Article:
To be, or not to be: When a Regatta Exists and When It Doesn’t Exist

To be, or not to be: When a Regatta Exists and When It Doesn’t Exist Image
Photo courtesy of Matias Capizzano

by Pietro Fantoni

It is now obvious to everyone that a regatta – even one with the best sailors, beautiful location, and excellent organization – does not exist if there are no good photos. In the age of social media, the event has no relevance if quality images are not published almost immediately. The fame or the name of the regatta is not enough. Without photos, a regatta simply does not exist.

This year, there were at least two examples of important Snipe regattas that didn’t have photos (except some pictures taken during the award ceremony): one, in my Country, the Italian Nationals and the second, on the other side of the “pond”, the North Americans. Such a pity!

Low budget

Of course few events can afford professional photographers, never mind live broadcasting from experts on the race course, onboard cameras and microphones on the boats and drones in the sky, a media team with press officers, and social media managers. Most sailing clubs and classes must make do with a very small budget.

Below is my must do list to make sure a regatta exists, in descending order of importance:


Contact a photographer with some experience and provide a RIB. If there are no photos, it is almost impossible to gain visibility on image-based social media like Facebook and Instagram, which are now even more important than websites to promoting events. Writing a post without photos is pointless and by the third line, everyone will move on to the next post.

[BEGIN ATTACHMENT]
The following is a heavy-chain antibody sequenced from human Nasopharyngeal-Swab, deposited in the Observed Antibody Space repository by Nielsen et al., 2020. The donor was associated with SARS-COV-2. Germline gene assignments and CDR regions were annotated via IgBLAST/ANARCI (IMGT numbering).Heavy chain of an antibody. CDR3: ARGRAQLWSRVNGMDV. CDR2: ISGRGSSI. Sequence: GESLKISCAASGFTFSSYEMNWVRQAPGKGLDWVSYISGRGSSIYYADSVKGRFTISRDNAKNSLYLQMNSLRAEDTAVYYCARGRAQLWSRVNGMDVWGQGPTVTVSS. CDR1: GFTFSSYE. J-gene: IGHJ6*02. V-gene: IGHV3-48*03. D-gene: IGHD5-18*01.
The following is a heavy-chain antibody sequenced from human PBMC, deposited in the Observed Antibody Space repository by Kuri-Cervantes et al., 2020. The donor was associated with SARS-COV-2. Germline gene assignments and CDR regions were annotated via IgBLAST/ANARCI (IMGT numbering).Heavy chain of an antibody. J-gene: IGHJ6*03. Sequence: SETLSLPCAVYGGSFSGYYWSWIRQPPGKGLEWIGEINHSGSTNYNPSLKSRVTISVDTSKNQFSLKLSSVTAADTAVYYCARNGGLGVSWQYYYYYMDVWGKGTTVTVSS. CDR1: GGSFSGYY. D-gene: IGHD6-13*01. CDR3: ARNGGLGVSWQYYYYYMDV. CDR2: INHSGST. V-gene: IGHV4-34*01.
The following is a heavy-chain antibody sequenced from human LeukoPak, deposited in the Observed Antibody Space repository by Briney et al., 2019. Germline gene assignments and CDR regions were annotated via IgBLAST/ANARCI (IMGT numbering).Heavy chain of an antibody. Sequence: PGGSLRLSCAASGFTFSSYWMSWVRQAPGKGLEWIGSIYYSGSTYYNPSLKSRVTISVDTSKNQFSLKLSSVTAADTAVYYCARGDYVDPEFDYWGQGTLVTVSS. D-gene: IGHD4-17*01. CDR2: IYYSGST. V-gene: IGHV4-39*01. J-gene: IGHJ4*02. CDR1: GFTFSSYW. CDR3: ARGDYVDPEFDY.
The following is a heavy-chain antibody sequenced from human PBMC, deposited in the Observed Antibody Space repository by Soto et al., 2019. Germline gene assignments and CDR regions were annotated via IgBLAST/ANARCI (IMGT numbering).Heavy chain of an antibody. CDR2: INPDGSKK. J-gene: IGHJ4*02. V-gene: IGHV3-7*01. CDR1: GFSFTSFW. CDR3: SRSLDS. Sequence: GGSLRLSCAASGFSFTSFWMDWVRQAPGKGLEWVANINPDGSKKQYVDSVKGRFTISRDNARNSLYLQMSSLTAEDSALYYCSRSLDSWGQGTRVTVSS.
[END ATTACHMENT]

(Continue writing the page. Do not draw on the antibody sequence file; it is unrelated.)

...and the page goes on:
Each post should have a “Featured Image” to attract both casual scrollers and the more thoughtful readers who will go to the website. This lead photo should always be linked to the website, where a full report, results, and a complete photo gallery can be found.

Drama draws eyeballs

At the Snipe Worlds in Cascais, one day I chose a collision photo as the “featured image” and the next day a capsize. Someone criticized these choices, arguing that the image of the Snipe Class transmitted to the outside was not positive, because – according to him – it showed low level sailors, unable to control the boat. But the conditions were really extreme for everyone, and even top sailors had capsized. And of course photos that express action, suspense, and drama, attract much more attention (in these cases the viewers even reach 10 times more than usual, thanks also to the shares on other social media pages)

Obviously not every day has strong wind, but even in less dramatic conditions the choice of the photo must be accurate. Usually I look for a particular expression on the face of a sailor, a beautiful background, a different angle, or a particular light… something capable of attracting attention.

Videos – Highlights

If your budget and resources allow, videos are the second most important way to make sure your regatta exists. And there is a very big difference between a professional videographer and an amateur.

Producing high quality sailing videos is hard. Not only do you need good equipment; you also must know how to use it, often in difficult and challenging conditions.

Capturing great content is important, but editing out the boring parts is crucial. A few minutes of highlights are much better than a longer video, and closeups are better than boats viewed from a distance. A good video will tell a story that is not necessarily in the daily regatta report. Talking about sea / wind conditions makes no sense if they are not functional to a story.